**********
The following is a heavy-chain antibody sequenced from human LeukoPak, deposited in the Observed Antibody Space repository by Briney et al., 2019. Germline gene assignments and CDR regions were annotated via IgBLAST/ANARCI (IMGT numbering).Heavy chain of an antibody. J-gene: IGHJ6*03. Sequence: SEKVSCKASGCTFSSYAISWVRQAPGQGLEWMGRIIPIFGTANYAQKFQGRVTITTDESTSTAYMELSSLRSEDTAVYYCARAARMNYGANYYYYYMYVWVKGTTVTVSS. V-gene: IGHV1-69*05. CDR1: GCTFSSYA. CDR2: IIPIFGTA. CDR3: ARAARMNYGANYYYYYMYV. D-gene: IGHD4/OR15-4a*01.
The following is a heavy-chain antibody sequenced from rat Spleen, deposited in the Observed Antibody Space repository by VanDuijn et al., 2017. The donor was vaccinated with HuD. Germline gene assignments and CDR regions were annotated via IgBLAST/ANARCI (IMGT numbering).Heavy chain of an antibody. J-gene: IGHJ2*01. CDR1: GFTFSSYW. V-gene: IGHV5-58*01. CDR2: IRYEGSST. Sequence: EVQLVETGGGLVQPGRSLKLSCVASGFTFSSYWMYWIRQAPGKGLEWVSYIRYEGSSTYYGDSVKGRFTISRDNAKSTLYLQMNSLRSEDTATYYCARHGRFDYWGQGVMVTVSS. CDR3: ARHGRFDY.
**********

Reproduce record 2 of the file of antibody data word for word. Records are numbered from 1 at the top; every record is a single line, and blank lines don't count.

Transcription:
The following is a heavy-chain antibody sequenced from rat Spleen, deposited in the Observed Antibody Space repository by VanDuijn et al., 2017. The donor was vaccinated with HuD. Germline gene assignments and CDR regions were annotated via IgBLAST/ANARCI (IMGT numbering).Heavy chain of an antibody. J-gene: IGHJ2*01. CDR1: GFTFSSYW. V-gene: IGHV5-58*01. CDR2: IRYEGSST. Sequence: EVQLVETGGGLVQPGRSLKLSCVASGFTFSSYWMYWIRQAPGKGLEWVSYIRYEGSSTYYGDSVKGRFTISRDNAKSTLYLQMNSLRSEDTATYYCARHGRFDYWGQGVMVTVSS. CDR3: ARHGRFDY.